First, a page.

My research interests range across a variety of areas, including experimental writing, Postmodernism, literature and music, philosophy of language and literary theory, literature and religion, cultural representations of catastrophe and apocalypse. I am project leader for the AHRC funded project ‘Interdisciplinary Italy 1900-2015: Art, Music, Text’, and I am working on a comparative study of the European apocalyptic novel.
Experimental Literature and Art, 1955-1975
My book "The Eloquence of Ghosts" (2010, winner of the 2012 Edinburgh Gadda Prize) examines the creative possibilities of hybrid genres and open form, as they emerged in the context of Italy’s literary and artistic neo-avant-garde of the Fifties and Sixties. I explore the influence of literary and philosophical models, the relationship between literary and visual texts, and changing assumptions about realism and fantasy. I am also interested in the idea of a nostalgic and deliberately anachronistic “late modernism”, in explicit contrast with Postmodernism’s radical displacement of established norms. Giorgio Manganelli, one of Italy’s most original authors, has been at the centre of this project, but I am also interested in the works of Italo Calvino, Primo Levi, Elsa Morante, Guido Morselli, Paolo Volponi. I wish to trace similar tensions on a European level, and have been exploring the possibility of a European network for the study of experimental literature and artistic border-crossings during Europe’s “long Sixties”.
I am writing a monograph on Umberto Eco, the neo-avant-garde’s chief theorist, and subsequently one of its most eloquent critics. As project leader for the AHRC funded network ‘Interdisciplinary Italy 1900-2015: Art, Music, Text’, I have been concerned with the recent fascination with interdisciplinarity and the profound crisis of traditional institutions of learning and research. My own research, in this context, explores interdisciplinary practice not only as a research method (“Writing like music”, 2008), but also as a way of strengthening institutions and disciplines, by increasing our ties with those working outside of academia.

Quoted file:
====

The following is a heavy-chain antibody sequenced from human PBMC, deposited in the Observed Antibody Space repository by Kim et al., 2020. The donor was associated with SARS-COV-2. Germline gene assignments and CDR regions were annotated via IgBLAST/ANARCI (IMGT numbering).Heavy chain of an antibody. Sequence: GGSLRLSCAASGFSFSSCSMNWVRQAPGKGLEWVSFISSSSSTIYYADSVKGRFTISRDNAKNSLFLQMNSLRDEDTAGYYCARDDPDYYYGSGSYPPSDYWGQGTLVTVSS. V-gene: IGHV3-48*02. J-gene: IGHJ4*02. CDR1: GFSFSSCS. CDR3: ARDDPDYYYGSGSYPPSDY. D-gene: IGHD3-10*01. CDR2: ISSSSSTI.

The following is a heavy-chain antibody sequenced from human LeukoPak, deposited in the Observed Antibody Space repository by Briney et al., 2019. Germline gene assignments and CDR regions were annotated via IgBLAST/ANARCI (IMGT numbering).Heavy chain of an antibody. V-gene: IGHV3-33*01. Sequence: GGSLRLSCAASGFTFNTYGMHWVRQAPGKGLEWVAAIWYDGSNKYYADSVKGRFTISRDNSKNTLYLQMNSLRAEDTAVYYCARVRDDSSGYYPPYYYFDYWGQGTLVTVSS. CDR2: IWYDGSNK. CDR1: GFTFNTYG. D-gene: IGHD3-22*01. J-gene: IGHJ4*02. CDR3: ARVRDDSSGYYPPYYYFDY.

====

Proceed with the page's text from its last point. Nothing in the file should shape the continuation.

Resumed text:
Apocalypse Fiction and the Literature of Last Men
This project is partly inspired by my work on the post-war avant-gardes and originates from the idea that dystopian fiction – as I suggest in “Finire il mondo” (2003) – flourished in the Seventies as an alternative to both traditional realism and radical stylistic experiments. My comparative and interdisciplinary approach highlights the continuities between religious and secular philosophies of history, and examines apocalypse fiction as a privileged point of encounter between literature, philosophy and religious thought, as well as between “high” and “popular” culture. I explore this idea in a recent journal article (“Naturalizing apocalypse”, 2012) and have started collecting material for a monograph, which traces the historical origins of last man fiction to the Romantic period. My interest in solitary survivors is also central to research-led courses CLITG006 “Apocalypse Literature” and ELCS4014 “Cold War Fantasies 1945-1989”.